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Grow Fruit Trees Almost Anywhere

drawf fruit treeThere’s something infinitely satisfying about growing your own food. One great thing about growing fruit is that you can eat it straight from the tree. Once planted, you can literally await the “fruits” of you labor, and then enjoy them year after year.

With the new varieties of compact fruit trees, you don’t even need a lot of space to grow fruit trees. You can have them on your patio or even on the balcony of apartments. Not all fruit trees are suitable for small spaces, though. There are several cultivars that are specially developed for maximizing yield in limited space.

Besides apples and pears, there are several stone fruits like plums, peaches, cherries and nectarines to choose from. Of the citrus family, Calamondin orange, Kumquats and Meyer lemon are very popular as patio trees. Blueberries, raspberries and even mulberries can be grown in the balcony or patio to provide you bushels of fruit.

Try these different types of patio trees:

  • Dwarf trees.These are a selected variety of scions grafted onto special dwarf rootstock. They maintain the natural shape of the tree, albeit in a smaller scale. You can choose from dwarf cultivars of stone fruits such as cherries, peaches and plums or you can go for dwarf figs, pears and apples.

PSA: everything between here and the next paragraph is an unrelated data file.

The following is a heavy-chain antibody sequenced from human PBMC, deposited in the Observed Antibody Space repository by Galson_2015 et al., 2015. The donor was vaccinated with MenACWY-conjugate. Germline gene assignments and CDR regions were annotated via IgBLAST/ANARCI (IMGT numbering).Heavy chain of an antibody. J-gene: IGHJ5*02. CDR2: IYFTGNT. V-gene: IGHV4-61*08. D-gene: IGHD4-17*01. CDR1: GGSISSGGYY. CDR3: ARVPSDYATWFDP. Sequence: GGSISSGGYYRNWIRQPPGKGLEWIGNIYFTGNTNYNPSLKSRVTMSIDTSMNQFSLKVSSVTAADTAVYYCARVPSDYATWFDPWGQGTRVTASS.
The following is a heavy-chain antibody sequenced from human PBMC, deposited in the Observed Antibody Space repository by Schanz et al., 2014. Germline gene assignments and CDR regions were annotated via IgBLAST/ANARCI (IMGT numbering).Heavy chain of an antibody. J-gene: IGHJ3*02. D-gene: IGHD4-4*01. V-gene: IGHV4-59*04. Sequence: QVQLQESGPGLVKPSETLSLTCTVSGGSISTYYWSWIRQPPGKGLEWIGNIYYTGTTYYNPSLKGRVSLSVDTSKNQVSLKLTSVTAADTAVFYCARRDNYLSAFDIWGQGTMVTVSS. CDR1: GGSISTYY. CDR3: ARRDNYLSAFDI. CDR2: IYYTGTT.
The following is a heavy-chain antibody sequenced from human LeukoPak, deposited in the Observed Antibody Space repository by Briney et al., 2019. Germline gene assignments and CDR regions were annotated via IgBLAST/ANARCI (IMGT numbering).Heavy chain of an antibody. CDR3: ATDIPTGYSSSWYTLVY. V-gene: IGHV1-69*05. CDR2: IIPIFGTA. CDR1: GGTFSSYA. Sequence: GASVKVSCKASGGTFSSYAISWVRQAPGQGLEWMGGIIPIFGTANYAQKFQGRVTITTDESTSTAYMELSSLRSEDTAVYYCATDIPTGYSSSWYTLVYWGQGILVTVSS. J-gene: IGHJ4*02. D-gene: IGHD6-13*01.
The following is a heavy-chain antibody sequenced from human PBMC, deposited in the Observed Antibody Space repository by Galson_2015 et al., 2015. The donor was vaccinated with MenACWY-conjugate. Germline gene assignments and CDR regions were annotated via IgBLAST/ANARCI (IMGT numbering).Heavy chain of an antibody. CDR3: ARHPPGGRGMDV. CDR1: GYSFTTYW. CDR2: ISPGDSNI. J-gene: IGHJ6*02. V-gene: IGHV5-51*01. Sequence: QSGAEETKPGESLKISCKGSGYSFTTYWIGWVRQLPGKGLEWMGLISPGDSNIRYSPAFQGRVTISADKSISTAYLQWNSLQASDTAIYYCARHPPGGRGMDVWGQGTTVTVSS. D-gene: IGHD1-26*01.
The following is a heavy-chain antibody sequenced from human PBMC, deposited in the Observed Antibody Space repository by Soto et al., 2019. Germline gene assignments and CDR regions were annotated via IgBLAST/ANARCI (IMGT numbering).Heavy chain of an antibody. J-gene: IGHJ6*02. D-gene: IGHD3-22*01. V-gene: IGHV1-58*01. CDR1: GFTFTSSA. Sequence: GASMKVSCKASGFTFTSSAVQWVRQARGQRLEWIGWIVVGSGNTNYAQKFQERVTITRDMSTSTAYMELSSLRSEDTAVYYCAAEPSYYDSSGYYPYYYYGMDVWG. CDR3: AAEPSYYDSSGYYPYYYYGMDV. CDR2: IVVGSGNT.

• Columnar trees.Columnar fruit trees are developed to grow in a narrow column, reaching 6 to 8 feet in height. Instead of sending out long side branches, these trees set fruit on the main vertical stem which carries short spurs. You can plant a row of them to do double duty as a privacy screen. They need only 3 feet of clearance between them. Columnar apple trees are very popular, but cherries, plums and pears are also available.

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  • Container-restricted trees.They are normal fruit trees planted in containers. The size of the container and frequent selective pruning keep them within desired dimensions. They grow into dwarf trees much like bonsai trees. It might have been a way to carry the trees along when people moved, but the advent of dwarf and columnar varieties has made them redundant.
  • Espaliers.It was a traditional practice to grow trees espaliered against a wall to get maximum yield in minimum space. It’s an effort spanning several years to train an espalier with just the desirable branches remaining on the tree. Hobbyists still experiment with this art.